FFIEC Updates Authentication GuidanceStresses Need for MFA, Stronger Access Controls
This story has been updated to include additional commentary.
The Federal Financial Institutions Examination Council has issued updated guidance advising banks to use stronger access controls and multifactor authentication. Some experts say that while not fundamentally groundbreaking, the updated guidance is still "long overdue."
The document replaces FFIEC guidance issued in 2005 and 2011. It does not impose any new regulatory requirements.
The FFIEC, an interagency body comprising five government regulators that creates standards for the federal examination of financial institutions, acknowledges the need for effective authentication to protect information systems, accounts and data as the threat landscape changes. The guidance provides banks with security recommendations for customers, employees and third parties accessing digital services.
The FFIEC reminds banks and customers that weak access controls - such as single-factor authentication - and inadequate risk assessments expose financial data to immense risk.
The guidance also "recognizes that authentication considerations have extended beyond customers, and include employees, third parties and system-to-system communications."
The FFIEC document points to the need for:
- Defined "layered security" practices;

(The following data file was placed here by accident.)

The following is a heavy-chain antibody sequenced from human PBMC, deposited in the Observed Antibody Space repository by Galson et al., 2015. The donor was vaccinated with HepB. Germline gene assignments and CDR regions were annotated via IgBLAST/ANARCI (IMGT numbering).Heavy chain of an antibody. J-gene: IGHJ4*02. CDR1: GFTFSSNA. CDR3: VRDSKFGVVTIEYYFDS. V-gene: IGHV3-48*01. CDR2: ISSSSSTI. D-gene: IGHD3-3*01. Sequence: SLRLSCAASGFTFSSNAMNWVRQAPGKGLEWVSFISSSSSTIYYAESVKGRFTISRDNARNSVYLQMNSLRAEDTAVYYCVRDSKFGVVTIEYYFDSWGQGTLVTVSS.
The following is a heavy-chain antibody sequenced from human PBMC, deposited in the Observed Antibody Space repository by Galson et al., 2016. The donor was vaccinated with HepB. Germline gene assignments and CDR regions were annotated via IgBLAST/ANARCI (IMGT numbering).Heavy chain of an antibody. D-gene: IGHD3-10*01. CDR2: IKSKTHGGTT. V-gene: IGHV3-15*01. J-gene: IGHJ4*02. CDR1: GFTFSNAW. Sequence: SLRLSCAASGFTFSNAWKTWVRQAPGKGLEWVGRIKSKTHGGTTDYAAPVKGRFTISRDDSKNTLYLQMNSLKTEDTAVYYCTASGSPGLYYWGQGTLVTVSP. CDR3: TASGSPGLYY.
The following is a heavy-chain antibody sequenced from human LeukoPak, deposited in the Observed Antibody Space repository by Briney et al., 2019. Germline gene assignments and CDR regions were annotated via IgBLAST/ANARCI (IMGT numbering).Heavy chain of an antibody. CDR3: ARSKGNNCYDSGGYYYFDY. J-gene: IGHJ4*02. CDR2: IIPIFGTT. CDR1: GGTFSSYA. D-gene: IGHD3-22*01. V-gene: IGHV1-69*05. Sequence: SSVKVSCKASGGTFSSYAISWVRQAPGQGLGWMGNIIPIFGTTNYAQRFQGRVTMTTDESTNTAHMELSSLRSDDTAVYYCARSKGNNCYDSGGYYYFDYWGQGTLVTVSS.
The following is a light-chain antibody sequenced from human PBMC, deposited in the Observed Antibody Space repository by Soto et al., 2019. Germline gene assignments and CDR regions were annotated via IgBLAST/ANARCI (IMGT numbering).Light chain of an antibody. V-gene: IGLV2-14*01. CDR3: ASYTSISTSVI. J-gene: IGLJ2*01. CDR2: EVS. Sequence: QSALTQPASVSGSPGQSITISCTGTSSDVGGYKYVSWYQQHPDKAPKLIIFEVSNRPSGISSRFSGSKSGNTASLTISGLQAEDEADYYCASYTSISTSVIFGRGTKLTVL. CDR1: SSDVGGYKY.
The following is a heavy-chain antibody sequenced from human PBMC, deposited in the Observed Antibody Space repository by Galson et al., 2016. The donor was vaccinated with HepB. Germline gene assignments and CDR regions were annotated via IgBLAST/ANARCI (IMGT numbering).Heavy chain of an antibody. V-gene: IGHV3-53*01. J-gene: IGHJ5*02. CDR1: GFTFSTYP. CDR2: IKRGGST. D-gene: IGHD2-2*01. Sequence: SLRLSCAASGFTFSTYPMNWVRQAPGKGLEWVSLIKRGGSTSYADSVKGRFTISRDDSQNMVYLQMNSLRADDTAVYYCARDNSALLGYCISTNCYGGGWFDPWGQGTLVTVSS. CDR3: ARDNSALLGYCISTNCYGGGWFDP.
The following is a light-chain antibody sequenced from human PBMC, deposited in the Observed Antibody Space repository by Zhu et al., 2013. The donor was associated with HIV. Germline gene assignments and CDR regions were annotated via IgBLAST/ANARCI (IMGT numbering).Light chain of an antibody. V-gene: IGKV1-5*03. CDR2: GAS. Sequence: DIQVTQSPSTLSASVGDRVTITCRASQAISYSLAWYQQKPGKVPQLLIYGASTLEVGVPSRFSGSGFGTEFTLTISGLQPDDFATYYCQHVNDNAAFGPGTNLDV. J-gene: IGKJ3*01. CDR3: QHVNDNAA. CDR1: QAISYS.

- Comprehensive risk assessments to determine appropriate access;
- Monitoring, logging and reporting activity to identify and track unauthorized access;
- Controls for email systems and internet access.
The FFIEC says the potential attack surface for financial institutions has expanded "with the evolution of new technologies and broadly used remote access points." It cites the proliferation of mobile computing, smart phone applications and "bring your own" devices.
"These technologies and access points provide attackers with more opportunities to obtain unauthorized access, commit fraud and account takeover or exfiltrate data," the guidance states.
Authentication risks arise from expanded remote access to IT systems, other third parties - such as cloud service providers - now accessing systems, and the use of application programming interfaces, the FFIEC says.
"Attackers use technologies, such as automated password cracking tools, and compromised credentials in their attacks against financial institutions," the guidance states. "Older or unsupported information systems may be especially vulnerable to attacks because security patches and upgrades for authentication controls can be more difficult to obtain."
Multifactor authentication, the guidance states, is "an effective practice to secure against financial loss and data compromise caused by various threats." Combining MFA with network segmentation and least privilege user access - in which users are given the minimum level of access - can help mitigate the risks, it says.